Mind mapping: White's what matters
- Published: Nov 1, 2012
- Author: David Bradley
- Channels: MRI Spectroscopy
The white stuff
Researchers in Europe have used an advanced MRI technique to build the first atlas of the microstructure of the white-matter of the human brain. The project has the potential to revolutionise neuroscience, medicine and our understanding of the human brain in the coming decades.
Participants in the CONNECT project from Denmark, France, Germany, Israel, Italy and the United Kingdom worked under the European Union's future and emerging technologies program and a grant of 2.4 million Euros during a three-year period and have now announced their conclusions. The team explains that the new atlas, which takes the notion of a mind map to a whole new material level, combines three-dimensional images from magnetic resonance imaging scans of one hundred volunteers with unprecedented detail and precision.
The work of computer scientist Daniel Alexander of University College London's Centre for Medical Image Computing (CMIC) was key to the development of modelling algorithms and using hardware (state-of-the-art parallel computing hardware, such as the Legion cluster (basically a farm of over 5000 computer processors) that allowed new imaging techniques to emerge from the project to facilitate the atlas' construction. "The imaging techniques reveal new information about brain structure that helps us understand how low-level cellular architecture relates to high-level thought processes," Alexander says.
Until now, biomedical researchers across the globe have relied on a brain atlas produced by painstaking and destructive histological methods on the brains of a few individuals who donated their bodies to science. The new atlas simulates the impossible process of painstakingly examining every square millimetre of brain tissue of which there are around 100 million per brain with a microscope, without requiring the brain to have been removed from the skull of the "volunteer".
Of particular note in the new atlas is that the mapping of microscopic features, such as average cell size, packing density, fibre diameter, within the brain's so-called white matter reveals details of the neuronal fibres that transmit information from region to region within the living brain. The team points out that the atlas will be useable even by non-experts so that physicians and medical researchers alike might exploit the wealth of knowledge contained within. Historically, one might say that neuroscience has focused on understanding the brain's grey matter and neurons. The grey matter is a major component of the central nervous system (CNS) and consists of neuronal cell bodies, dendrites and unmyelinated axons as well as glial cells and capillaries. The white matter contains mostly myelinated axon tracts and accounts for almost half the volume of the brain but has only recently become the subject of increased research interest as scientists recognise that it is anything but a passive component of the CNS but is actively involved in learning and brain function.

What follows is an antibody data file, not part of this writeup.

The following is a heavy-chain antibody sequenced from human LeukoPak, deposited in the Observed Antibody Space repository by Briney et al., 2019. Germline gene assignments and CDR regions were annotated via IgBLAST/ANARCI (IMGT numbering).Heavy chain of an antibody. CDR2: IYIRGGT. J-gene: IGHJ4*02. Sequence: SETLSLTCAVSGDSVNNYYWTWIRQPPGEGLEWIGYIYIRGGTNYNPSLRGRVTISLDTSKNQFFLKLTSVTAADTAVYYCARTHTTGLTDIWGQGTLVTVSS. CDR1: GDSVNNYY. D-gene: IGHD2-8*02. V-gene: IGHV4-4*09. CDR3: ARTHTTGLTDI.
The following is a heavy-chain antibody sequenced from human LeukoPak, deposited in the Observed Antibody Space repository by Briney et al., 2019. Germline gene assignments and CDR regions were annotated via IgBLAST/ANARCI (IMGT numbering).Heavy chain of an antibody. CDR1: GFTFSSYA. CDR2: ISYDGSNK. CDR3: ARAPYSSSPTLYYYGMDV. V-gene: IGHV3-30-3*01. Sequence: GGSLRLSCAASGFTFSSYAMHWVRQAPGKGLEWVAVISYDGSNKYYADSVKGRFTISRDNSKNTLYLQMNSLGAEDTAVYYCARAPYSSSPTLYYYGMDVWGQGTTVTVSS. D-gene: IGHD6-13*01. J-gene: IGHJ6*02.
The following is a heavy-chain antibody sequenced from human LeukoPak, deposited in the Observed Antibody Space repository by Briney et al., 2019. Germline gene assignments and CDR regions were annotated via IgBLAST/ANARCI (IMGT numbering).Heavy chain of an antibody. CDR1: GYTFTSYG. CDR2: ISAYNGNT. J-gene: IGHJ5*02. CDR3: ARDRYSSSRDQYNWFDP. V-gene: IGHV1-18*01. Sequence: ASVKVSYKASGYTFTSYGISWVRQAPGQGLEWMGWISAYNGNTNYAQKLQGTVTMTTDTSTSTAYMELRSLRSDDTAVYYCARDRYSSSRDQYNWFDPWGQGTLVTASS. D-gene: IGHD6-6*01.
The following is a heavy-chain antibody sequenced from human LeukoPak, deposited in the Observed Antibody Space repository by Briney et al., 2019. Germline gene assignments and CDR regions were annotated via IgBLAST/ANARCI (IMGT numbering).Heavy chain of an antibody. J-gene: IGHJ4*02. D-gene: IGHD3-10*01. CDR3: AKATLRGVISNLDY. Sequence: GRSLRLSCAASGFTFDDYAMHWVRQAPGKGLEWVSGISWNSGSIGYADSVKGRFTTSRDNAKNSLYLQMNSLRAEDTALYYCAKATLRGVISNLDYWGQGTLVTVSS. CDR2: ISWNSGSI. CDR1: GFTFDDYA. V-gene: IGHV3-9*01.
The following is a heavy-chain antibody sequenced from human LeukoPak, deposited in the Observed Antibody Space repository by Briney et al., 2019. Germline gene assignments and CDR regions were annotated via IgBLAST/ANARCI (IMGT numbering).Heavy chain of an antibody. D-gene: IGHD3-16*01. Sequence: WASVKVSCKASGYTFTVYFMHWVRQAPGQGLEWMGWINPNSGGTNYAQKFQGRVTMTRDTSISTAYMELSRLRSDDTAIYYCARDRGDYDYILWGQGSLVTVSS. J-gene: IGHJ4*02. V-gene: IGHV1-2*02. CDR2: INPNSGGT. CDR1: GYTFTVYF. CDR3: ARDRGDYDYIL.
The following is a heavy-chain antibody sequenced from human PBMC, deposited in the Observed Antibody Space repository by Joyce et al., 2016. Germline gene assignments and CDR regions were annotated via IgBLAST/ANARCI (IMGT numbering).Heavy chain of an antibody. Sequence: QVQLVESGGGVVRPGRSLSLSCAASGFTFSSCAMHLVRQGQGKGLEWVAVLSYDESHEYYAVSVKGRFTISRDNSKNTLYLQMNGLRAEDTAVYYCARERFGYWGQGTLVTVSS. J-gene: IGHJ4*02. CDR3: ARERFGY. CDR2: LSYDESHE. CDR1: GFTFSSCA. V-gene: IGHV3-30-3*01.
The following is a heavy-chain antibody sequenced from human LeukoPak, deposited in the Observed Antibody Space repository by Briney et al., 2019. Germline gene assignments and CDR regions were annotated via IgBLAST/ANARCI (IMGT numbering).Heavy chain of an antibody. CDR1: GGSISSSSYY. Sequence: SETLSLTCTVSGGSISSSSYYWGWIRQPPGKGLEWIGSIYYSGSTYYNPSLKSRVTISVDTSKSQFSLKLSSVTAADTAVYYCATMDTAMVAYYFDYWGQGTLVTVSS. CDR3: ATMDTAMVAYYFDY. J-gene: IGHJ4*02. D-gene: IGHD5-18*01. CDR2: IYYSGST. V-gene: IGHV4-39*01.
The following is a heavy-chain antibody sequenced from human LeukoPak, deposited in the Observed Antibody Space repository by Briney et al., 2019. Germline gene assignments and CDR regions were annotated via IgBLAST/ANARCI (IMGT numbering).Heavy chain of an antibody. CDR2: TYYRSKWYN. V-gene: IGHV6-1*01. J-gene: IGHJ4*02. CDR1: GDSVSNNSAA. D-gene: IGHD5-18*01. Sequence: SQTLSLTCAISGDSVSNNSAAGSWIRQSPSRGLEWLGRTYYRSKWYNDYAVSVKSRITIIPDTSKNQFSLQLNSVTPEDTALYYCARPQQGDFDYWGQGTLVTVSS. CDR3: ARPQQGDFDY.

Mind map with a difference
Part of the reason white matter was less of a focus for research was perhaps more technical than a lack of interest. "MRI methods for probing white matter started to appear in the mid-1990s and have revealed a wealth of new information about brain anatomy and operation," Alexander told SpectroscopyNOW". However, the methods emerging from CONNECT take those techniques to a new level by allows scientists to probe specific features of cellular architecture that were not previously accessible through non-invasive techniques, he adds.
Time dependence of microstructures will now be a focus of research as neuroscientists search for the signature changes imprinted in the white matter microstructure by particular stimuli and experiences. There is also now the potential for studying how Alzheimer's disease or schizophrenia alter the microstructure of the white matter with a view to developing MRI as a diagnostic tool for such disorders and putatively discriminating between changes that are cause or effect and so perhaps allowing biomedical research to posit new ways to treat such problems.
The CONNECT coordinator is Yaniv Assaf of Tel-Aviv University, Israel, the three steering committee members are Yaniv, Alexander and Derek Jones of Cardiff University, UK.
- CONNECT, 2012, online: "Consortium of neuroimagers for the non-invasive exploration of brain connectivity and tracts"
Article by David Bradley
The views represented in this article are solely those of the author and do not necessarily represent those of John Wiley and Sons, Ltd.